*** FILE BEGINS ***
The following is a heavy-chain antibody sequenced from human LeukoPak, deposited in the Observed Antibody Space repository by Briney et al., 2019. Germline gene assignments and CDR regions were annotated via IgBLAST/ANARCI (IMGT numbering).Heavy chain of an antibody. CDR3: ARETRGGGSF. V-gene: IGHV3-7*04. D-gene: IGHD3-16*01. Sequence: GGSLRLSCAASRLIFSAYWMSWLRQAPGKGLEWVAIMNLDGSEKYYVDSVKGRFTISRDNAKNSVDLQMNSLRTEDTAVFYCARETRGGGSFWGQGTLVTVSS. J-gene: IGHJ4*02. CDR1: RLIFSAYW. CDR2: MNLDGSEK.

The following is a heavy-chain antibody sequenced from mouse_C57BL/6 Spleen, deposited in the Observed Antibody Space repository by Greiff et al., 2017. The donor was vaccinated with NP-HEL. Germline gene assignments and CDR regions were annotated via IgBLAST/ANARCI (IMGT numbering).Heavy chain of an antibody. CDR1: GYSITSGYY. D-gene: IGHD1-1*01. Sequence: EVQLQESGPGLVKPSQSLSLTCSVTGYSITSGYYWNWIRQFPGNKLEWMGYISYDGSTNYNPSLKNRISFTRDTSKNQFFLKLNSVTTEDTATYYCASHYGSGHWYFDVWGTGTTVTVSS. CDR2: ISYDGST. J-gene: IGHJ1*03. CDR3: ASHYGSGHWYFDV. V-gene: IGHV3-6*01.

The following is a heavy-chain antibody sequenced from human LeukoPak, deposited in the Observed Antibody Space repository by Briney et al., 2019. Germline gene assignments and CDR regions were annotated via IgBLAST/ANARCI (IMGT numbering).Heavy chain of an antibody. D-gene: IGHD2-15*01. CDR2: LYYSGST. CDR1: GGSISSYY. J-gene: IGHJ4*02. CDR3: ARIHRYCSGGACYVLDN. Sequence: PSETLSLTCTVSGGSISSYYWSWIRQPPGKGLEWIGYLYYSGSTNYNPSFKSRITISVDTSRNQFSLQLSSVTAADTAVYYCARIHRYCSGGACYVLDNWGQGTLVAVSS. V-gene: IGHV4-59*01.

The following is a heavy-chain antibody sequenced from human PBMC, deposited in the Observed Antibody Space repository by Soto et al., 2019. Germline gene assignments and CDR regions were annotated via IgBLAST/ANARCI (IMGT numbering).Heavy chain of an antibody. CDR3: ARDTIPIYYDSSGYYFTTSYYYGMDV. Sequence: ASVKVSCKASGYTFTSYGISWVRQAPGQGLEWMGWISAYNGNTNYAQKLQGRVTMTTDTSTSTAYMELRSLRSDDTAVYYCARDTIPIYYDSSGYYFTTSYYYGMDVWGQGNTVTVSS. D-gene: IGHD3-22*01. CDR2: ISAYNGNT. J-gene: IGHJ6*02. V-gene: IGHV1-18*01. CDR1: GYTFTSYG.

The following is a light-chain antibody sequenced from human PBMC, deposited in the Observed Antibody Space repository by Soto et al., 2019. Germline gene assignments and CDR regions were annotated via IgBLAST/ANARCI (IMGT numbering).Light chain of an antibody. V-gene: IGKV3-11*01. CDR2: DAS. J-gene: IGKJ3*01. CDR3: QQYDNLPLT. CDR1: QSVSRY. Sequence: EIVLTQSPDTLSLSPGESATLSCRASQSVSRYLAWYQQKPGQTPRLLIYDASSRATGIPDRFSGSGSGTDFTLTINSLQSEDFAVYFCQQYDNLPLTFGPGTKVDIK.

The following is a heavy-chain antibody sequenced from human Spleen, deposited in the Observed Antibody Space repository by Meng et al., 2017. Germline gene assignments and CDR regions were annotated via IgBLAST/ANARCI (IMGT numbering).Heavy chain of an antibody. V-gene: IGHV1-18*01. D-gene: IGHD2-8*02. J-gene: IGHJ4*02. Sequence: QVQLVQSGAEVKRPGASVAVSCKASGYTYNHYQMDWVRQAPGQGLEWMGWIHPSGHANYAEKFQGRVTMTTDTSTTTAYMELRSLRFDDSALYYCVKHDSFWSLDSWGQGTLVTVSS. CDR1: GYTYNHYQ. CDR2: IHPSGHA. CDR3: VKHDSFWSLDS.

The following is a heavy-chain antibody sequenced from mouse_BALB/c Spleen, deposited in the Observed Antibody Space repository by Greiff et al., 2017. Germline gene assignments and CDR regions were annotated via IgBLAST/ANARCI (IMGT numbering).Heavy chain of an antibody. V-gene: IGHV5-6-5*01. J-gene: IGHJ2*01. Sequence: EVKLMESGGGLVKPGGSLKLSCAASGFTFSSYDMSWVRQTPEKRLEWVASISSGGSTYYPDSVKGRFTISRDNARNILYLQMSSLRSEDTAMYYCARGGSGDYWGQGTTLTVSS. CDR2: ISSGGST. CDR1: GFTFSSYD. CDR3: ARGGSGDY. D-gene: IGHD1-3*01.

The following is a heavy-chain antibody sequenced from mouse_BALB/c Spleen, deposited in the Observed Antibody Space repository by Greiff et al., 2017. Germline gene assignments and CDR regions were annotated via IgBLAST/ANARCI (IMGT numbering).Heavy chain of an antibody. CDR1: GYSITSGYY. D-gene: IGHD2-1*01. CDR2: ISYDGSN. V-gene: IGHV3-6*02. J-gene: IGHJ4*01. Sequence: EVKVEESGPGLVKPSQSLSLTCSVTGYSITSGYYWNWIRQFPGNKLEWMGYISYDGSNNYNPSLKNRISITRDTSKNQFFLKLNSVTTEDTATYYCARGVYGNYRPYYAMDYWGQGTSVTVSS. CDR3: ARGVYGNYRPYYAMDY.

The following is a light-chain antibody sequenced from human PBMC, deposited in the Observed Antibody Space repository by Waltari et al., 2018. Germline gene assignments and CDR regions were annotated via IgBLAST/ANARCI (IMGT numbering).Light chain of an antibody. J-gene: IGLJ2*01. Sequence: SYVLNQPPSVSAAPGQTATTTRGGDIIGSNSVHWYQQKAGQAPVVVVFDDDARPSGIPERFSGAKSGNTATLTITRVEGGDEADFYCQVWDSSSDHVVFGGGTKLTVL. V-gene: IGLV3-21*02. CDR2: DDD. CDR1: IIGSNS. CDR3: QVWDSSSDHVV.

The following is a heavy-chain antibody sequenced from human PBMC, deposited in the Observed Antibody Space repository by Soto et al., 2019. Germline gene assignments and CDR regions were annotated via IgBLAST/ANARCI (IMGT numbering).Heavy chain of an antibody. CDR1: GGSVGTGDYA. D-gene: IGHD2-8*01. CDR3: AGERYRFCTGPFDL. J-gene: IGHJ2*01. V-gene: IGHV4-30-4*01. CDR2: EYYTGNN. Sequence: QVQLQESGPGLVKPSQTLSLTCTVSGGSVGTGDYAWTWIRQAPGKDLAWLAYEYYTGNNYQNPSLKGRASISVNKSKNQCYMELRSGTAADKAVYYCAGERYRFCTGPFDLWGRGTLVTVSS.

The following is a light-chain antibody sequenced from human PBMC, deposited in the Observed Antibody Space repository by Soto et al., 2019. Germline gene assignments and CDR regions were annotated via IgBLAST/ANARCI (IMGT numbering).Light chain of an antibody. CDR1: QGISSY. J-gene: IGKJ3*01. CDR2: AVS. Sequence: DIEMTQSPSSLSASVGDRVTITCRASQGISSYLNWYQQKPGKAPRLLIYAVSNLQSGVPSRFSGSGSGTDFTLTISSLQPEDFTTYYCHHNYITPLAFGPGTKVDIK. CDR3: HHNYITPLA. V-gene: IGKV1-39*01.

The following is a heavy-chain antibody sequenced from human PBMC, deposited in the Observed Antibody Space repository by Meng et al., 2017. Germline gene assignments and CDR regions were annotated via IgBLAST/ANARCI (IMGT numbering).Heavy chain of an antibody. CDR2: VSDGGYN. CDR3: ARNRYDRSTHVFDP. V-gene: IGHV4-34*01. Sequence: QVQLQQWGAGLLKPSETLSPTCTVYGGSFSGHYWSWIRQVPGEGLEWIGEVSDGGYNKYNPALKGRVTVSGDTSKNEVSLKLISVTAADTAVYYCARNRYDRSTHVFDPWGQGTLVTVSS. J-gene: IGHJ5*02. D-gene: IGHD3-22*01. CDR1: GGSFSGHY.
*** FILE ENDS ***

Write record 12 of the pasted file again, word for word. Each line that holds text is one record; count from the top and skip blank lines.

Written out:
The following is a heavy-chain antibody sequenced from human PBMC, deposited in the Observed Antibody Space repository by Meng et al., 2017. Germline gene assignments and CDR regions were annotated via IgBLAST/ANARCI (IMGT numbering).Heavy chain of an antibody. CDR2: VSDGGYN. CDR3: ARNRYDRSTHVFDP. V-gene: IGHV4-34*01. Sequence: QVQLQQWGAGLLKPSETLSPTCTVYGGSFSGHYWSWIRQVPGEGLEWIGEVSDGGYNKYNPALKGRVTVSGDTSKNEVSLKLISVTAADTAVYYCARNRYDRSTHVFDPWGQGTLVTVSS. J-gene: IGHJ5*02. D-gene: IGHD3-22*01. CDR1: GGSFSGHY.